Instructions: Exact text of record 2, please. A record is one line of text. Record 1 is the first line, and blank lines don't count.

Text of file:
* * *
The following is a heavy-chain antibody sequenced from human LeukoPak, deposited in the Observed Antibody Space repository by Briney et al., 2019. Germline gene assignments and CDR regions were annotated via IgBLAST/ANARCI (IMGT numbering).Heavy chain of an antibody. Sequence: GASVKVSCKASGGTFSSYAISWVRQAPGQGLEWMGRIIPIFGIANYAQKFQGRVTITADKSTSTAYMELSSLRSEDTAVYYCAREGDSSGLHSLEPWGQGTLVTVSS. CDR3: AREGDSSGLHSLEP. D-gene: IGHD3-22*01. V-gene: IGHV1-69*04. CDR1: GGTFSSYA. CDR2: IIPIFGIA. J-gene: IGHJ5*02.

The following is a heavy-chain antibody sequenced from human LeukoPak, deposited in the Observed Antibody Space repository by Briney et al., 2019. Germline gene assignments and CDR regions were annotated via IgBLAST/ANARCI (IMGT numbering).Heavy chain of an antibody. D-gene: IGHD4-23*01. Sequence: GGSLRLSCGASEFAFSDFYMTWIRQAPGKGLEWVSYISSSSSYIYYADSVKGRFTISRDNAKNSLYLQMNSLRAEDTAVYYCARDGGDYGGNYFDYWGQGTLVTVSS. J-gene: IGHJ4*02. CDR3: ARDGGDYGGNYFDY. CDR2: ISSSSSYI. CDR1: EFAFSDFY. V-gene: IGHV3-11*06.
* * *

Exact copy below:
The following is a heavy-chain antibody sequenced from human LeukoPak, deposited in the Observed Antibody Space repository by Briney et al., 2019. Germline gene assignments and CDR regions were annotated via IgBLAST/ANARCI (IMGT numbering).Heavy chain of an antibody. D-gene: IGHD4-23*01. Sequence: GGSLRLSCGASEFAFSDFYMTWIRQAPGKGLEWVSYISSSSSYIYYADSVKGRFTISRDNAKNSLYLQMNSLRAEDTAVYYCARDGGDYGGNYFDYWGQGTLVTVSS. J-gene: IGHJ4*02. CDR3: ARDGGDYGGNYFDY. CDR2: ISSSSSYI. CDR1: EFAFSDFY. V-gene: IGHV3-11*06.